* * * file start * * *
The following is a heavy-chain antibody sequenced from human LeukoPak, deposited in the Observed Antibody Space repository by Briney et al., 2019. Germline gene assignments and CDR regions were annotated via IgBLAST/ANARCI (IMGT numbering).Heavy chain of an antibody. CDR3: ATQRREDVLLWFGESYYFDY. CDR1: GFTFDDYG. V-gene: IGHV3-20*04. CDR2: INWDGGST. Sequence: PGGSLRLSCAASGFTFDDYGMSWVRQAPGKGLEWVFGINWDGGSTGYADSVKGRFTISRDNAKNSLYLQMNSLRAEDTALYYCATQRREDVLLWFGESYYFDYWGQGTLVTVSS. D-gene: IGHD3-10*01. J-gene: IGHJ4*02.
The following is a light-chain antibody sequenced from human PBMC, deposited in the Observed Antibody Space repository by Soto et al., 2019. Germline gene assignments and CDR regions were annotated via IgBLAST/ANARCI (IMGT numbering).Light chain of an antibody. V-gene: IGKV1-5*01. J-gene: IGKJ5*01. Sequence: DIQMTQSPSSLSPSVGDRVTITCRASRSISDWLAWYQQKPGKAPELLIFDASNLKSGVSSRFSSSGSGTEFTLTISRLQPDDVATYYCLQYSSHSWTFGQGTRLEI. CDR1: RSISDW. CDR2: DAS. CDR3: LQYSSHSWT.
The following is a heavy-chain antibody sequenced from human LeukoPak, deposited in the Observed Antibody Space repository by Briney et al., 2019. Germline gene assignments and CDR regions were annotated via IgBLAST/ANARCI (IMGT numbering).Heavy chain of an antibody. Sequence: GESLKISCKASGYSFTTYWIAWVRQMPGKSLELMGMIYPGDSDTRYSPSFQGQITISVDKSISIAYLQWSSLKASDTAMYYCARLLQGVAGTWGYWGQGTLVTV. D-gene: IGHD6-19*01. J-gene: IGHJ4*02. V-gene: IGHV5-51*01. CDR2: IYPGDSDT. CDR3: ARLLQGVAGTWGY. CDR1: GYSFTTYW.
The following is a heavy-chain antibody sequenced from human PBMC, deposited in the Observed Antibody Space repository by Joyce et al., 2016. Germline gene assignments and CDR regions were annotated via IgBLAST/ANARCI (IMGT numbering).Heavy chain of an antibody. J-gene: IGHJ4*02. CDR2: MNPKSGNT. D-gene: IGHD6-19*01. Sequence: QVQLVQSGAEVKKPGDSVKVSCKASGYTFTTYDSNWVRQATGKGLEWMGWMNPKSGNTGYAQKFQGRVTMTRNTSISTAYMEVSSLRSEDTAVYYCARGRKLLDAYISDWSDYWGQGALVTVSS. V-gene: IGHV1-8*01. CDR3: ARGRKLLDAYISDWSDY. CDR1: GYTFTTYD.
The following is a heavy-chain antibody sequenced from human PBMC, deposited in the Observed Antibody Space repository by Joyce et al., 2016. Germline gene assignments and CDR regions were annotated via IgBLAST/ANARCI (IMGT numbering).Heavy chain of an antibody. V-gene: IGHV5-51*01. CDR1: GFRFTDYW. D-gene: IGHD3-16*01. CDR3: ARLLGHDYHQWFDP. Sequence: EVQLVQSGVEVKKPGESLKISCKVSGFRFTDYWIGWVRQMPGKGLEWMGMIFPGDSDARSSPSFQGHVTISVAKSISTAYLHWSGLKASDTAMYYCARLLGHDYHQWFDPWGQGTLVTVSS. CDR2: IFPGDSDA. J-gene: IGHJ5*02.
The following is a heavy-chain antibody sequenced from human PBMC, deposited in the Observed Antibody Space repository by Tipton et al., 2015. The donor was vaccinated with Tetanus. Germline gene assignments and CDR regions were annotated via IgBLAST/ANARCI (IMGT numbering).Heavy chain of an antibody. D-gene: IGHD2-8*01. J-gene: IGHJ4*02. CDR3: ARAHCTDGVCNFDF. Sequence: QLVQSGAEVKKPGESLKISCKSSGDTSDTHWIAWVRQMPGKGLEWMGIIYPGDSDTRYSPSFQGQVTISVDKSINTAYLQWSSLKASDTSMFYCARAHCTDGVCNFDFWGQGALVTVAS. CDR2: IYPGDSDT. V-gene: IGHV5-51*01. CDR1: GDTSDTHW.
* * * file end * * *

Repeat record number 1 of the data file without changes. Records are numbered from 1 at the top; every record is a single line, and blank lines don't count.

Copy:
The following is a heavy-chain antibody sequenced from human LeukoPak, deposited in the Observed Antibody Space repository by Briney et al., 2019. Germline gene assignments and CDR regions were annotated via IgBLAST/ANARCI (IMGT numbering).Heavy chain of an antibody. CDR3: ATQRREDVLLWFGESYYFDY. CDR1: GFTFDDYG. V-gene: IGHV3-20*04. CDR2: INWDGGST. Sequence: PGGSLRLSCAASGFTFDDYGMSWVRQAPGKGLEWVFGINWDGGSTGYADSVKGRFTISRDNAKNSLYLQMNSLRAEDTALYYCATQRREDVLLWFGESYYFDYWGQGTLVTVSS. D-gene: IGHD3-10*01. J-gene: IGHJ4*02.